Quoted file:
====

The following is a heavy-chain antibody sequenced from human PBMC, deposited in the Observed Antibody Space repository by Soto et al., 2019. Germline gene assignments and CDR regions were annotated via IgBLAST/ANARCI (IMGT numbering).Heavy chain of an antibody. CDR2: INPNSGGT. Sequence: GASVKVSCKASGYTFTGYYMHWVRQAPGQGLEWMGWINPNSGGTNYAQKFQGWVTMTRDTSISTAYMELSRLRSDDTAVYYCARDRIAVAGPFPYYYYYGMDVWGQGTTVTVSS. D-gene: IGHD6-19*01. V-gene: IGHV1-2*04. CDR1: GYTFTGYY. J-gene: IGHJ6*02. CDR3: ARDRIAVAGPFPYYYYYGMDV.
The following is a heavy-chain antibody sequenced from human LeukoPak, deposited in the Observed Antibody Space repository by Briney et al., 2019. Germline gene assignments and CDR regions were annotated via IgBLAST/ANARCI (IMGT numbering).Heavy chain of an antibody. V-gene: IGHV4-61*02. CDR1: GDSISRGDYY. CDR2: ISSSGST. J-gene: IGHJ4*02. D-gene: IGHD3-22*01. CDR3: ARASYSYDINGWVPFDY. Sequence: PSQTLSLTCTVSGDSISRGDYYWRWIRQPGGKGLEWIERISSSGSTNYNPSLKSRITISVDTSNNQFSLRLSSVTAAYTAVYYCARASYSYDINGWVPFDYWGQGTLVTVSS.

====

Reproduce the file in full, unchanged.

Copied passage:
The following is a heavy-chain antibody sequenced from human PBMC, deposited in the Observed Antibody Space repository by Soto et al., 2019. Germline gene assignments and CDR regions were annotated via IgBLAST/ANARCI (IMGT numbering).Heavy chain of an antibody. CDR2: INPNSGGT. Sequence: GASVKVSCKASGYTFTGYYMHWVRQAPGQGLEWMGWINPNSGGTNYAQKFQGWVTMTRDTSISTAYMELSRLRSDDTAVYYCARDRIAVAGPFPYYYYYGMDVWGQGTTVTVSS. D-gene: IGHD6-19*01. V-gene: IGHV1-2*04. CDR1: GYTFTGYY. J-gene: IGHJ6*02. CDR3: ARDRIAVAGPFPYYYYYGMDV.
The following is a heavy-chain antibody sequenced from human LeukoPak, deposited in the Observed Antibody Space repository by Briney et al., 2019. Germline gene assignments and CDR regions were annotated via IgBLAST/ANARCI (IMGT numbering).Heavy chain of an antibody. V-gene: IGHV4-61*02. CDR1: GDSISRGDYY. CDR2: ISSSGST. J-gene: IGHJ4*02. D-gene: IGHD3-22*01. CDR3: ARASYSYDINGWVPFDY. Sequence: PSQTLSLTCTVSGDSISRGDYYWRWIRQPGGKGLEWIERISSSGSTNYNPSLKSRITISVDTSNNQFSLRLSSVTAAYTAVYYCARASYSYDINGWVPFDYWGQGTLVTVSS.